sun 17/12/2017

Richard Alston Dance Company, Focus on Alston, The Place | reviews, news & interviews

Richard Alston Dance Company, Focus on Alston, The Place

Richard Alston Dance Company, Focus on Alston, The Place

The solid virtues of a senior choreographer given new zest by bright young talents

Alston's 'Wildlife' in its original spectacular 1984 Rambert glory Photo © Catherine Ashmore

Time is a rare privilege in a choreographer’s career - in Britain, anyway. We don’t have the equivalents of Merce Cunningham, Martha Graham or Paul Taylor, who build careers into their eighties and beyond, with mighty efforts from private patrons and friendly art giants of their generation (Andy Warhol, Robert Rauschenberg, Isamu Noguchi et al). UK choreographers are fortunate to get 10 years until the Arts Council deems it time to push them out of the subsidised nest, to vanish in their late thirties, most of them.

Hence the interesting anomaly of Richard Alston, who stands out as the senior figure of contemporary dance with 40 years of almost unbroken career behind him, something to celebrate with a retrospective this week at The Place, his home base for 17 years. The Place was where British contemporary dance began over half a century ago, when a man with no legs and pockets as deep as his passion for dance struck a match to the beginnings of a bonfire. He was the philanthropist Robin Howard, and his name is memorialised on the small theatre inside the former Drill Hall for the Artists Rifles in a Dickensian little sidestreet off Euston Road, now known as The Place, the cradle of British contemporary dance.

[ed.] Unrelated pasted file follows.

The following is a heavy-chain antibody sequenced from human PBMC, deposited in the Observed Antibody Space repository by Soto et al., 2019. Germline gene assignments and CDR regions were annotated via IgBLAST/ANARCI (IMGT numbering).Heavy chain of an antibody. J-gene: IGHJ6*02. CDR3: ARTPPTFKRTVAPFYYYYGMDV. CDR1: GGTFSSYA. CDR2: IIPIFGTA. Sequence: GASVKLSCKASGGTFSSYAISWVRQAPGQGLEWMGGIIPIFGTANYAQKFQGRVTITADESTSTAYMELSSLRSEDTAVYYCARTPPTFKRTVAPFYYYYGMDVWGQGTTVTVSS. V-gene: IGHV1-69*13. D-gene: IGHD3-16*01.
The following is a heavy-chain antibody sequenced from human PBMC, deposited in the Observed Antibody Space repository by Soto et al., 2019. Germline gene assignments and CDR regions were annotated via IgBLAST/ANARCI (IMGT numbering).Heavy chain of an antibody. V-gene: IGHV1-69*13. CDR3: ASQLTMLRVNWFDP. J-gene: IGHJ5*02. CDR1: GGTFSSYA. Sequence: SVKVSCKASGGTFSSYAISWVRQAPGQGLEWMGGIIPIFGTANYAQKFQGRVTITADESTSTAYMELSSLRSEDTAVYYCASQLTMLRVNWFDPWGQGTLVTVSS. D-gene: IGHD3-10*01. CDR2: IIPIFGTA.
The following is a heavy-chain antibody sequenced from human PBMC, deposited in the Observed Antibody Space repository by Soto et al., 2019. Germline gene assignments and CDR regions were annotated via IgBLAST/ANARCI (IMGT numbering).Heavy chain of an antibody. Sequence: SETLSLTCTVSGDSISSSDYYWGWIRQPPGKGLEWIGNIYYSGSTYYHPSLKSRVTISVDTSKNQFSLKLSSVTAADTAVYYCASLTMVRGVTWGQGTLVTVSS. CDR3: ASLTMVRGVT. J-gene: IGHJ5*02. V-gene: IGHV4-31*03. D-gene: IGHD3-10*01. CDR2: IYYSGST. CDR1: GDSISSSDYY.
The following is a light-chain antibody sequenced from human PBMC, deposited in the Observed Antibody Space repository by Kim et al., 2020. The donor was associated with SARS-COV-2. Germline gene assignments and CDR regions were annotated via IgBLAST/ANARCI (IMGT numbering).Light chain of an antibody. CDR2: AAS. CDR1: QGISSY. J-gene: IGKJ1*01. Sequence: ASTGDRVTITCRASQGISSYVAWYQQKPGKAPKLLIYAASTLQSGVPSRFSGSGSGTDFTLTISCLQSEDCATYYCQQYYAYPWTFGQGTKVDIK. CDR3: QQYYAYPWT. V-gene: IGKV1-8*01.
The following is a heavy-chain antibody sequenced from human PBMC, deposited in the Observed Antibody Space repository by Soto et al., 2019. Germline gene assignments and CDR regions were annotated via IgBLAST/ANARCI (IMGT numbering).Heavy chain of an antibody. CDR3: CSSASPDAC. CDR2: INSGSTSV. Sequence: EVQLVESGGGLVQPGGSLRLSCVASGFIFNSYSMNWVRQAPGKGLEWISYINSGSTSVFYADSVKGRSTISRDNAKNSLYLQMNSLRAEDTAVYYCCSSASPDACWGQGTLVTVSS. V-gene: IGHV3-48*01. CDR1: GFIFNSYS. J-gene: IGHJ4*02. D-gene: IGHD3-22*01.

Howard sold his possessions and books to buy the premises in the 1970s, primarily to ensure that modern dance could always be renewed by impoverished but outstanding young talents trained up there. Alston, in the late Sixties and early Seventies, was one of those alumni, an unhappy boy from Eton College who went to art college and discovered ballet and Martha Graham.

 The retrospective shows us that he was always careful, always graceful, always classically musical, and never a risk-taker

This history is all germane to the show that opened last night, a Dance Umbrella retrospective of Alston, tying his earliest work to his latest. It shows us that he was always careful, always graceful, always classically musical, and never a risk-taker. These qualities have bobbed up and down in his work, as I’ve watched it for a couple of decades, and I appreciate the real virtues while sometimes (well, quite often) wishing that it were more épatant.

A medley drawn from his youthful pieces, Early Days, shows the young Alston sculpting and grooming his poses with self-conscious but natural grace, not a protean imaginer of dance steps, but one able to tailor a line or an effect in a pleasing way, the body of the performer always in equal balance to right and to left, as if it had just returned from the chiropractor.

The chain of little extracts opens with a welcome surprise, a girl spinning with a very long metal pole balanced on her shoulder while a Japanese flute plays - it is exceptionally simple, exceptionally telling, almost a modern Syrinx.

Other samples display carefully constructed jokes, with a Gertrude Stein commentary, "Something to Do", and a score of voices making rhythmic percussion from the words “Rainbow bandit (chug-chug-chug BOOM)”. Whether fast or slow it is always lithe, poised dancing and you can see how Alston prospered in an age where British students must all have been trying to imitate Merce Cunningham. His conservatism, in a sense, was his USP, his balletic sense of line. Alston’s longevity may lie in the fact that he’s not modern at all, he’s always been intent on passing on classical values.